When P(z) is divided by (z^2) - 3z + z the remainder is 4z-7. Find the remainder when P(z) is divided by: a) (z-1) b) (z-2)
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Originally Posted by karldiesen When P(z) is divided by (z^2) - 3z + z the remainder is 4z-7. Find the remainder when P(z) is divided by: a) (z-1) b) (z-2) Please review this posting. Is that really what the question says?
no, it was just a weird way of writing a quadratic equation!
Originally Posted by karldiesen When P(z) is divided by (z^2) - 3z + z the remainder is 4z-7. Find the remainder when P(z) is divided by: a) (z-1) b) (z-2) Originally Posted by Plato Please review this posting. Is that really what the question says? Originally Posted by karldiesen no, it was just a weird way of writing a quadratic equation! I am will to wager that is incorrect. I bet that it is . It is the only way to make sense of the question. Theorem: If the polynomial is divided by then the remainder is . In this problem we have . Now use the theorem,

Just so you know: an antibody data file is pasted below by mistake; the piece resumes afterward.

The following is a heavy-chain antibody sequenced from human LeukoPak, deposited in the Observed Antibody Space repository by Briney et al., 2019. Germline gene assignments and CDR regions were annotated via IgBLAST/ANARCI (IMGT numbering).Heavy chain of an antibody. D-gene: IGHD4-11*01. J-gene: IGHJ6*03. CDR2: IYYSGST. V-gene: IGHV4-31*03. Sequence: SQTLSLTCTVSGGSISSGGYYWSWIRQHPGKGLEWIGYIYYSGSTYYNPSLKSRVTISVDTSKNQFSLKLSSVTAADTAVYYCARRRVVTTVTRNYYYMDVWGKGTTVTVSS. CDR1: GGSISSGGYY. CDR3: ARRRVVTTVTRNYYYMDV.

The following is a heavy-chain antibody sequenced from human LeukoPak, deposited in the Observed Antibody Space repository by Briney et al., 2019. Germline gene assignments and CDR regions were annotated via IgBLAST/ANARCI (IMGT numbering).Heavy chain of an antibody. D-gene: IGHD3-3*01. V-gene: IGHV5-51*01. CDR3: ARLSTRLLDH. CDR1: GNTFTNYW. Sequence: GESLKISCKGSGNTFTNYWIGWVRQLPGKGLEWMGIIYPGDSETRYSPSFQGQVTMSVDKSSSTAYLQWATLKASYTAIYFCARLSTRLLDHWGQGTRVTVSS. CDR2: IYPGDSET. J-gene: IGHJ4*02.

Originally Posted by Plato I am will to wager that is incorrect. I bet that it is . It is the only way to make sense of the question. Theorem: If the polynomial is divided by then the remainder is . In this problem we have . Now use the theorem, You are absolutely correct, that is what I was trying to write. I just didn't know how to write the exponents! But I am still stuck! I just can't see how I can get a solution...
What are
They are equal to the remainder!
Originally Posted by karldiesen They are equal to the remainder! READ Theorem: If the polynomial is divided by then the remainder is .
Originally Posted by Plato READ Theorem: If the polynomial is divided by then the remainder is . Ah, now it is finally clear to me! My head was just making the problem look impossible! Thanks alot!
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